Frightening story from Wananalua, Hana! 1859.

Strong Rain and Wind.

O Hae Hawaii:

Aloha oe:—On the 4th of April, it was a calm day; it was a day that Hana people drove in flying fish [malolo] into nets, and the young flying fish came  back; in the evening, Kaanaana and Malulu went deep water fishing with hook and line, and not long after, the wind and rain came; Kaanaana quickly pulled up the anchor [pohaku], and Malulu urged Kanaana, “Cut the line and let’s paddle at once.” Kaanaana pulled up all the line into the canoe. They paddled for shore, but they did not reach it; there was a lot of rain and wind and they could not paddle away, the canoe went back, and the shore grew dark and could not be seen; they  were lost at sea, it became dark, there was great rain and wind, and great lightning and thunder that night. They flipped over twice and the opening of the canoe was turned underneath, and they righted the canoe, and Malulu lost his paddle and the canoe only had one left. The canoe turned over with the billows and they were in danger of death for the second time. That night became day, that was the fith day, and the canoe did not turn over that day. That day turned into night; there was no calm and the land could not be seen; there was much rain and wind. They nearly died twice that night, and the ama of the canoe came off; Kaanaana jumped to it and binded the ama fast; they sat and the canoe was once again overturned by the billows, and they  were in danger of death again; that was the fourth time they were in peril. It became day, and it was the sixth day; the wind died down a bit but the rain was strong; they sat in the canoe without food or clothing. Continue reading


Rice cultivation in Hana, Maui, 1862.

[Found under: “NEWS OF HAWAII NEI.”]

RICE.—We are overjoyed to see that rice is planted by one of our friends, S. Kamakahiki, in Hana, East Maui; there is a lot of grain and it is of good quality; why O Friends, are you dallying on planting this good source of money? We are amazed at the small number of people undertaking the growing of rice in Hana, for this is how it is, according to the letter of S. Kamakahiki, like this:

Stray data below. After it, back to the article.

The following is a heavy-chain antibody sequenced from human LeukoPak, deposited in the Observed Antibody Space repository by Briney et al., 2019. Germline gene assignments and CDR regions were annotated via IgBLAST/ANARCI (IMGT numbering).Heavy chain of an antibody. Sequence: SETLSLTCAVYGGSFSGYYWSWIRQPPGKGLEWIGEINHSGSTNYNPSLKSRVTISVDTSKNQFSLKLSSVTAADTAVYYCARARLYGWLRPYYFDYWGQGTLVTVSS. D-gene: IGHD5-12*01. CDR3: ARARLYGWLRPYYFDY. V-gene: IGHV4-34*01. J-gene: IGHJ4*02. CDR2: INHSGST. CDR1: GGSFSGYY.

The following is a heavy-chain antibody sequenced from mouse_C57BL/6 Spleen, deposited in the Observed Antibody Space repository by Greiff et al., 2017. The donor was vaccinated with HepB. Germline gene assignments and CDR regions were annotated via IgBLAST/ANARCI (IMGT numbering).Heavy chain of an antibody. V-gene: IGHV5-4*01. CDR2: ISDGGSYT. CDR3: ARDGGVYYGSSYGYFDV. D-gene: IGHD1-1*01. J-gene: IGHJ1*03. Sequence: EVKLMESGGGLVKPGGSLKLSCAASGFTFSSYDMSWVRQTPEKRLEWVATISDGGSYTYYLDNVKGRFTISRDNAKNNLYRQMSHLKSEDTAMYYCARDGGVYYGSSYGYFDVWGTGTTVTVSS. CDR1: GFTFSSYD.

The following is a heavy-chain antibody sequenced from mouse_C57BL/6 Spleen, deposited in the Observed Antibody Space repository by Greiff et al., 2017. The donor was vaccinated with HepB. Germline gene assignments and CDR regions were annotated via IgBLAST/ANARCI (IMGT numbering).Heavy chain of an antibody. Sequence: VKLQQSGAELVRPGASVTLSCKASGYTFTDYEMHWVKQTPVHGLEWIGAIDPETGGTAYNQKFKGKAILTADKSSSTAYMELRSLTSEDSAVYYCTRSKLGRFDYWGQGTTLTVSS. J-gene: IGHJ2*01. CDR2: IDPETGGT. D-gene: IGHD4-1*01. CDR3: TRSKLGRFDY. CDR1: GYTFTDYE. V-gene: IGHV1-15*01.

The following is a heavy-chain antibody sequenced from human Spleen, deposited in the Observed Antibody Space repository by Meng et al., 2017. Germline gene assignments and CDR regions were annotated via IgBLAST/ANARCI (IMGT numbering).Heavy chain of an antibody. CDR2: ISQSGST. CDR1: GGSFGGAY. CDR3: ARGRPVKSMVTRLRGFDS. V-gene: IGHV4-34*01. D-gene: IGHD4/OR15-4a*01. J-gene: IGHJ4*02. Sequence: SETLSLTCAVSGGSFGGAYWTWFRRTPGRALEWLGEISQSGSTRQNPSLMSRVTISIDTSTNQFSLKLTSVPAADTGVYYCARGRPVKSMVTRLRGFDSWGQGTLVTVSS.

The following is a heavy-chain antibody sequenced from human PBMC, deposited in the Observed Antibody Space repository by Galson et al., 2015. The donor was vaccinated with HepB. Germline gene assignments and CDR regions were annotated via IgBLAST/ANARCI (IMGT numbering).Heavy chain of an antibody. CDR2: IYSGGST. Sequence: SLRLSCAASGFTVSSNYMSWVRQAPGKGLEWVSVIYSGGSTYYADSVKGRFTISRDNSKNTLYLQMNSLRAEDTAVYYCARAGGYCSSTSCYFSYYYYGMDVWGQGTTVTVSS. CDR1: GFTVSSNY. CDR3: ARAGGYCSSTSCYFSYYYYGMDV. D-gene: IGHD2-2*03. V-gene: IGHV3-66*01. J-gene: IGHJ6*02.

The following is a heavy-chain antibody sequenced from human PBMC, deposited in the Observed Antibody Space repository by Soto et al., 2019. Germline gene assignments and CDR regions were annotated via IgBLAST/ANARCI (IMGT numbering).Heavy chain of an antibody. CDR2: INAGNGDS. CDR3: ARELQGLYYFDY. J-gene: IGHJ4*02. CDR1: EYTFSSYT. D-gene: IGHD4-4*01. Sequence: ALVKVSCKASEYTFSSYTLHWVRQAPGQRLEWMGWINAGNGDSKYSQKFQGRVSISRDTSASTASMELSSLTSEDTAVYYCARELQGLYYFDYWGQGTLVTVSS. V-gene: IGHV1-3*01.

“I am the only one growing Rice here in Hana; I am harvesting the Rice and storing it at my house; I am filled with joy that I have found this good occupation.”

(Kuokoa, 2/15/1862, p. 2)


Ka Nupepa Kuokoa, Buke I, helu 12, Aoao 2. Feberuari, 15, 1862.

Cold weather on Maui, 1866.

Hail in Keanae.

When we went to Wailua, from Keanae, and entered the church, the reason we went there was for Sunday services; while we were there, we were singing hymns hoping that a big crowd would come, at which point the prayers would be held, however, there was a shower, but not so big.

Here is the News: there was a big rumbling atop the Church as if it was being demolished with Carpenter’s hammers; none of us looked outside but Rev. S. Kamakahiki was standing by the window and saw hard white balls like the size of marbles, similar also in its spherical shape and hardness. Rev. S. Kamakahiki called out, “This is something new,” and we went to see for ourselves.

We were all agitated as this was our first time witnessing this new amazing thing; it was like rain, the way so much of them fell to the ground. After they fell, we went to pick some up and place them in our hats, and we tried to eat some of the balls. It was really cold, and we thought these were perhaps hailstones as seen in the Bible. Joshua 10:11, many people perished from the hailstones. Here is the question: How do you know a hailstone? Someone tell us, so are confusion is cleared. With Aloha.

The students of the Hymn School of Keanae.
Keanae, December 13, 1866.

(Kuokoa, 2/2/1867, p. 4)

Huahekili ma Keanae

Ka Nupepa Kuokoa, Buke VI, Helu 5, Aoao 4. Feberuari 2, 1867.